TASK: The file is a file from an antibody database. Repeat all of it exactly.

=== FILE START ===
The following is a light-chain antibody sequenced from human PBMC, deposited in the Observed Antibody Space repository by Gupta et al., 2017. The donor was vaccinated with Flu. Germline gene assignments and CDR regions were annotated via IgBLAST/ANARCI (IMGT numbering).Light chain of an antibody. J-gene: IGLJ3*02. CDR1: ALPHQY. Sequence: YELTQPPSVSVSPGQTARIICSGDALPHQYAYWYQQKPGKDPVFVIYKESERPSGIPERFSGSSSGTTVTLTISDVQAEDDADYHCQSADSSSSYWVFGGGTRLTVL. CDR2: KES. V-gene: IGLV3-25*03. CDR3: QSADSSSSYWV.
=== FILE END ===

The following is a light-chain antibody sequenced from human PBMC, deposited in the Observed Antibody Space repository by Gupta et al., 2017. The donor was vaccinated with Flu. Germline gene assignments and CDR regions were annotated via IgBLAST/ANARCI (IMGT numbering).Light chain of an antibody. J-gene: IGLJ3*02. CDR1: ALPHQY. Sequence: YELTQPPSVSVSPGQTARIICSGDALPHQYAYWYQQKPGKDPVFVIYKESERPSGIPERFSGSSSGTTVTLTISDVQAEDDADYHCQSADSSSSYWVFGGGTRLTVL. CDR2: KES. V-gene: IGLV3-25*03. CDR3: QSADSSSSYWV.